Hi Leah! So happy to be receiving your genuine and heartfelt thoughts and writings in my inbox again. I’ve missed them so much. You have the perfect words that express so many of my thoughts and feelings, and you convey them with such authenticity, beauty and kindness. This one is another "on point" perspective for those of us very sensitive souls who absolutely NEED boundaries but struggle to find them and live by them. Work in progress here too, and I agree wholeheartedly that "practicing" what you might/should say can be very helpful. Although it rarely comes out just as practiced!! LOL We are all on this journey together and I am thrilled to have found this community again of similarly sensitive "lovelies" to wander it with. Much LOVE and COURAGE to you as well Leah.
Hi Nancy! Welcome back! Happy to have you here 🙂 Ha ha, so true, it rarely does come out as practiced! Onwards we go in our perfect imperfection. Sending lots of love xx
Hi Leah! I can so relate! Saying no with clarity and kindness makes all the difference. For me it’s about my internal dialog and feelings as I’m verbalizing what I want to say that comes across. If I’m clear and kind and unafraid to speak what I need to say I find that what I say is received in a clear and open way. I think it’s my energy more than my words that people respond to.
Hello Tara! Yes, I completely agree with you here! The inner feeling the outer action flows from makes all the difference. Beautiful. Thank you!
You have expressed your thoughts so well here. I certainly relate to it all. It is great to know others think this way and we are ok! Love and hugs.
Hi Bonnie, and thank you! Yes, yes, we are ok! So nice not to look upon these things as something ‘wrong’ with us. Love and hugs to you too. P.S. There is a rose about to bloom in the garden – so excited to share it with you! xx
Oh my gosh, I so understand this and am continuing working on it getting really tiny bits better that I kinda pat myself of the back for and kinda go, still at this, certainly didn’t handle that amazingly. Baby steps and gosh am I better than I was. Thank you for sharing.
I love this Zara! Love imagining you giving yourself a pat on the back and kind of joking with yourself saying ‘certainly didn’t handle that amazingly’. You seem to bring a light heartedness and joy to everything in life. Thanks for leaving this comment!
Greetings Leah,I didn’t have to try to hard to imagine that particular encounter, been there so many times.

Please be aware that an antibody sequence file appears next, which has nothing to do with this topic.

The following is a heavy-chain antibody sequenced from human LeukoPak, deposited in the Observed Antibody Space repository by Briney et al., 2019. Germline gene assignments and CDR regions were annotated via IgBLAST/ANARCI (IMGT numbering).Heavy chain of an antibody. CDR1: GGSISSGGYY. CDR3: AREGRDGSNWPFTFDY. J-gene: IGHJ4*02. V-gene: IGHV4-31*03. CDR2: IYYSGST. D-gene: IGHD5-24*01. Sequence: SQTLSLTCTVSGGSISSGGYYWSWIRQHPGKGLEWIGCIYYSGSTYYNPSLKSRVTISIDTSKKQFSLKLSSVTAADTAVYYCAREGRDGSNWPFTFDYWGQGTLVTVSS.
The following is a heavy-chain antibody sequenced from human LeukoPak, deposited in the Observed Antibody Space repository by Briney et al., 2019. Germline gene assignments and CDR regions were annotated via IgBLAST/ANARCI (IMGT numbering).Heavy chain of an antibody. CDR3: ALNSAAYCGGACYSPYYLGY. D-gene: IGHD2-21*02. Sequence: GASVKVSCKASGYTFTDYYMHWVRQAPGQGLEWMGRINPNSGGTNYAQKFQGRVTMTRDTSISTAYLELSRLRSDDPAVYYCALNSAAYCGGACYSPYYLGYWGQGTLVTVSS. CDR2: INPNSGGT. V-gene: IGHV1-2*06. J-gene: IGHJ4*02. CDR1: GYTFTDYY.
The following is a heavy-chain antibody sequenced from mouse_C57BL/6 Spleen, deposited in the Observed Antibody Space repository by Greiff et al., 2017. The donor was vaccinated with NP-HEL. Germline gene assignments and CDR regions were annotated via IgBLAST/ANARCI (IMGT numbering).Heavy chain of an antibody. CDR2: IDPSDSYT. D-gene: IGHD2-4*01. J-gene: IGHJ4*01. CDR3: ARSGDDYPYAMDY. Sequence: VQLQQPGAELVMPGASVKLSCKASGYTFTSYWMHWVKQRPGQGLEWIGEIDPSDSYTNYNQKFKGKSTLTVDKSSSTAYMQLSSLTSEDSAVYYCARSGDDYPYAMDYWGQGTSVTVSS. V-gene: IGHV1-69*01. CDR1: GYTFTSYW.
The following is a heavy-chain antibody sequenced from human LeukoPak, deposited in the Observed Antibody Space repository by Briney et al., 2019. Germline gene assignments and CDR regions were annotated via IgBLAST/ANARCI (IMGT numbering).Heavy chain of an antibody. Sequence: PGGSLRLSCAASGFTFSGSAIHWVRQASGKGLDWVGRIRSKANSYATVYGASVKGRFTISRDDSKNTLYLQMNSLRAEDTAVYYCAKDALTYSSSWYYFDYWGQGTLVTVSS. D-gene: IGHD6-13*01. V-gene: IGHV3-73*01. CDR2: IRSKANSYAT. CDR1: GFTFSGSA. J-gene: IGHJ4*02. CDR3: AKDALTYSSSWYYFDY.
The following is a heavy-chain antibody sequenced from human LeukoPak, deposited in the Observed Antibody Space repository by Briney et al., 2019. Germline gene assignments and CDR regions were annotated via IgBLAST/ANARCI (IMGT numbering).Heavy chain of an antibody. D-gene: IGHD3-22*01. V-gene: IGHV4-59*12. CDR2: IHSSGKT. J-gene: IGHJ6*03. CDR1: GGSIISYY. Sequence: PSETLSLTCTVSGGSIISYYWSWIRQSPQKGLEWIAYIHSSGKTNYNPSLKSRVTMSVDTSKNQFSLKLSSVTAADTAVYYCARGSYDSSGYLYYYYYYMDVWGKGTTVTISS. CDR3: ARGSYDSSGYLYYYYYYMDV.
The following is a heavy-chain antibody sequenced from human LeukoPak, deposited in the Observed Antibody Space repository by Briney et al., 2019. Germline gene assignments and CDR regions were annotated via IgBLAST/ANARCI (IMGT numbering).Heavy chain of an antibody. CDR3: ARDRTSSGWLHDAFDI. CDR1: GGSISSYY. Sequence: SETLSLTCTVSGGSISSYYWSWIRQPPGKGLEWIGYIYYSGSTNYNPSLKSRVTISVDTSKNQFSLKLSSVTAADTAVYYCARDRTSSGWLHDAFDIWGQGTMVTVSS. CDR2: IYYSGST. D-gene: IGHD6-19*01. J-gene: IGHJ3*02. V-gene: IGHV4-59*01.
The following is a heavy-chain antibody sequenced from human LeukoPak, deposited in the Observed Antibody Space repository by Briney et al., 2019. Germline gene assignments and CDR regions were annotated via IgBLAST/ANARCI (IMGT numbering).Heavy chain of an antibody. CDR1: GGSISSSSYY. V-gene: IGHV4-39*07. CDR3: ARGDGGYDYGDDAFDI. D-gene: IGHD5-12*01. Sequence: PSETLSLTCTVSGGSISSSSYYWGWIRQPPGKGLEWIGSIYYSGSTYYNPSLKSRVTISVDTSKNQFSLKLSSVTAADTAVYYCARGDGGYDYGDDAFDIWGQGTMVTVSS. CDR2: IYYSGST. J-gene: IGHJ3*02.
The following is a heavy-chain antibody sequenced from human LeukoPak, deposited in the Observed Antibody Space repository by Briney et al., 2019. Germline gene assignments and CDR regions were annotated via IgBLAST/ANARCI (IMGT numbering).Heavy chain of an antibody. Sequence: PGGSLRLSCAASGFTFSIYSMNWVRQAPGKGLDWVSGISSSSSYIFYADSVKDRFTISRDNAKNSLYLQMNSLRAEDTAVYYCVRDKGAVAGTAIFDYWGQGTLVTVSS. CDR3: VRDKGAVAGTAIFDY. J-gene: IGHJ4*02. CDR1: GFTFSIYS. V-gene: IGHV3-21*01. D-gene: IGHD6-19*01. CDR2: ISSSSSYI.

I understand the predicament only too well.
It’s why I’ve ended up like this; exhausted, dispirited, relentless health issues. Because Elton John was wrong, sorry isn’t the hardest word, it’s no.
Just those two letters, how they stick in the throat.
For some of us anyway.
But the implications of quietly caving in, of doing your bit(a lot more than your bit invariably), whether it’s to please a person or a boss, such a kindly honest nature
can leave you with something akin to PTSD.
Whether it’s an overly-presumptuous stranger as you had the misfortune to run into,in what should be your own sacred private time,,or that calculating employer who sees you as a soft target for dumping extra duties on, just for now of course,as a favour.
Except yesterday’s favour is today’s new normal.
That’s why you definitely did the right thing in stalling that very forward lady.(She’s the weird one here, not you).
You don’t want to be looking after her dog or give her the smallest encouragement in any regard.
Otherwise she’ll soon be telling people about Leah,
her new 24/7 friend she met by chance one fine day.
That would be hell.
Greetings Geoff! I’m so sorry to hear of how you’re feeling and of your health issues. This is a tricky learning curve, for sure – learning to know it is absolutely ok to say no and to make sure you take care of yourself. When I do manage to do that, I notice how much more able I am to then be the person I want to be for others. Made me smile what you said about Elton John 🙂 You keep well too and thank you for reading and commenting.
So lovely to read this. Kudos to you for doing what is right for you in a difficult situation. Your growth is apparent, and hearing/reading about it also gives me hope and comfort for my own. Sending you so much love.
Thank you so much Jessica! We are learning and growing together. One awkward step at a time 🙂 Sending love to you too. Thank you so much for reading and commenting as always. xx